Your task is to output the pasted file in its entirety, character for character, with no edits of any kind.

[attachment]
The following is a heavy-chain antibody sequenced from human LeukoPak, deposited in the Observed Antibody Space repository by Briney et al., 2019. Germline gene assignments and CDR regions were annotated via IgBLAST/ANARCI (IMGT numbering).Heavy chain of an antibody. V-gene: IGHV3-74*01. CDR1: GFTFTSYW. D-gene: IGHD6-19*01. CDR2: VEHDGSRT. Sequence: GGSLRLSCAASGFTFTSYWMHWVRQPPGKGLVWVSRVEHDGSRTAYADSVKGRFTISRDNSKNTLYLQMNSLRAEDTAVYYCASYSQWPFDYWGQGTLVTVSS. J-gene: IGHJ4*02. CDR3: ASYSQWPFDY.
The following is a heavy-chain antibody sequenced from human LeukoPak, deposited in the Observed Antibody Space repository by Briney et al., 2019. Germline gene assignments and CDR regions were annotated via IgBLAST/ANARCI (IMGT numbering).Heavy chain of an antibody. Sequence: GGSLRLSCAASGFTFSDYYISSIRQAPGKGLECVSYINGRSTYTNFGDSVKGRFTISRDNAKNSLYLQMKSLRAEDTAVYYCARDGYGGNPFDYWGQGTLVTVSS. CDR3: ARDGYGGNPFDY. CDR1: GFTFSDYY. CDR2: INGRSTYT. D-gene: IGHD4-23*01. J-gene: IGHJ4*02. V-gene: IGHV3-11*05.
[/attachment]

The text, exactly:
The following is a heavy-chain antibody sequenced from human LeukoPak, deposited in the Observed Antibody Space repository by Briney et al., 2019. Germline gene assignments and CDR regions were annotated via IgBLAST/ANARCI (IMGT numbering).Heavy chain of an antibody. V-gene: IGHV3-74*01. CDR1: GFTFTSYW. D-gene: IGHD6-19*01. CDR2: VEHDGSRT. Sequence: GGSLRLSCAASGFTFTSYWMHWVRQPPGKGLVWVSRVEHDGSRTAYADSVKGRFTISRDNSKNTLYLQMNSLRAEDTAVYYCASYSQWPFDYWGQGTLVTVSS. J-gene: IGHJ4*02. CDR3: ASYSQWPFDY.
The following is a heavy-chain antibody sequenced from human LeukoPak, deposited in the Observed Antibody Space repository by Briney et al., 2019. Germline gene assignments and CDR regions were annotated via IgBLAST/ANARCI (IMGT numbering).Heavy chain of an antibody. Sequence: GGSLRLSCAASGFTFSDYYISSIRQAPGKGLECVSYINGRSTYTNFGDSVKGRFTISRDNAKNSLYLQMKSLRAEDTAVYYCARDGYGGNPFDYWGQGTLVTVSS. CDR3: ARDGYGGNPFDY. CDR1: GFTFSDYY. CDR2: INGRSTYT. D-gene: IGHD4-23*01. J-gene: IGHJ4*02. V-gene: IGHV3-11*05.